The advice hub Diarrhoea in backyard poultry

Alongside respiratory disease - diarrhoea is one of the most common conditions to affect your chickens. Normal chicken droppings should be firm and brown with a white part on the top which is made from urates (the chicken’s urine) as chickens urinate and defecate in one motion. Any yellow foamy droppings or bloody droppings are abnormal.

There are a number of possible causes for diarrhoea in poultry:

  • Coccidiosis
  • Worms
  • Viruses (such as rotavirus and adenovirus)
  • Bacterial diarrhoea, caused by an infection
  • Kidney damage
  • A feed too high in protein
  • The chicken is not eating properly

Coccidiosis tends to cause depression and bloody diarrhoea in poultry between 4 and 10 weeks of age, severe cases can lead to death. If you suspect your birds have coccidiosis seek veterinary help immediately.

Worms rarely actually cause diarrhoea in chickens but if present in large numbers they irritate the gut which causes a secondary bacterial diarrhoea. Worm your chickens as a guide twice a year to prevent high levels of worms developing or use one of the Chicken Vet Faeces Sampling Kit.

Viruses can damage the gut causing diarrhoea such as rotavirus and adenovirus (in turkeys). Medications will not treat a virus but there are products that will help to support the bird whilst it fights the virus. However, when a virus damages a chicken's intestine it allows harmful bacteria to grow out of control in the intestine leading to a secondary bacterial diarrhoea.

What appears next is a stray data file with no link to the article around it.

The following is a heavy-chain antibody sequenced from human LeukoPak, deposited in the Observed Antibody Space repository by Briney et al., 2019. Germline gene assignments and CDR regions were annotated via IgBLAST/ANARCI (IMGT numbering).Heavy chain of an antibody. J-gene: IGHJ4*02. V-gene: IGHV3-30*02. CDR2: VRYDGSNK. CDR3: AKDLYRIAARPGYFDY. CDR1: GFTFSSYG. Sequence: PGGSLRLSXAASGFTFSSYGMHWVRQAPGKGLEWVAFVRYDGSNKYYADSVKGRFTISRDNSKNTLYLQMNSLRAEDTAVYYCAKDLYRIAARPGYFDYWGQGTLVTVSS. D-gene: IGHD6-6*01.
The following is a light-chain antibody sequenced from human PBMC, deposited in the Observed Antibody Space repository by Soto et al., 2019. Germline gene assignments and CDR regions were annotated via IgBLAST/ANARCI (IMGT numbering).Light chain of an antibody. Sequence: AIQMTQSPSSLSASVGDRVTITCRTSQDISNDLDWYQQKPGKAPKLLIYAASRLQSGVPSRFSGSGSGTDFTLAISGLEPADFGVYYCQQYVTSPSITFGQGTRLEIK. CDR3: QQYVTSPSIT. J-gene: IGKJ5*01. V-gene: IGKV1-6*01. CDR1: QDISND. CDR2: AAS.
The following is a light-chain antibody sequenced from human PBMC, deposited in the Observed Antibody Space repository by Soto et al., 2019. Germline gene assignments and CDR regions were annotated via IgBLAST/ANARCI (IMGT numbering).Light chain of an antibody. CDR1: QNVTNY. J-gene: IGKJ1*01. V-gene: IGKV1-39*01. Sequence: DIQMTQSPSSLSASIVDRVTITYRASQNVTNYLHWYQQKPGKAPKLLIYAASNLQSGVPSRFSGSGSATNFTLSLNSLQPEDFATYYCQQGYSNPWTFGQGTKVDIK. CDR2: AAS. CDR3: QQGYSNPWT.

Bacterial diarrhoea is simply a disruption in the normal balance of good and bad bacteria in the intestine. Commonly this results in an overgrowth of harmful Clostridia bacteria. It is thought that there is usually an underlying reason for this disruption such as:

  • Gut damage caused by worms, coccidiosis or viruses
  • A sudden change in diet (different foods encourage different bacterial species to grow in the gut and a sudden change in feed can cause an overwhelming change in gut bacteria species)
  • Dirty water (this will mean your chicken will be drinking lots of harmful bacteria)
  • Mouldy feed (mouldy feed contains fungal toxins which can cause gut damage)

Once the harmful bacteria take hold it can damage the wall of the gut leading to further diarrhoea. In severe cases, the wall of the gut can become badly damaged enabling infective bacteria to pass from the gut into the blood stream resulting in blood poisoning which can be fatal.

Kidney damage. If a bird is suffering from kidney damage many owners will report diarrhoea. Often this is confused with the fact that the kidney damage causes the kidneys to produce excessive quantities of urine, this mixes with the droppings before defecation, causing them to be more watery than normal. So you are actually seeing more urine.

Incorrect diets for species or which contain excessive levels of protein causes wetter droppings as the extra protein is converted into urates. This causes your chicken to drink more water therefore you will see an increase in urine leading to wet, damp bedding.

Irrespective of the cause of diarrhoea it has a number of harmful effects:

  • Less absorption of nutrients therefore causing your chicken to become lethargic and lose weight
  • Gut cannot absorb as much water as normal causing your chicken to become dehydrated which can lead to death
  • In severe cases the damaged gut wall will allow bacteria to leave the gut and enter the blood stream causing blood poisoning and death
  • Diarrhoea leads to the feathers around the rear end to become dirty and matted plus the bedding can become both wet and contaminated. The contaminated bedding can become a source of infection for the rest of the flock. Use Chicken Vet Dri Bed in this situation.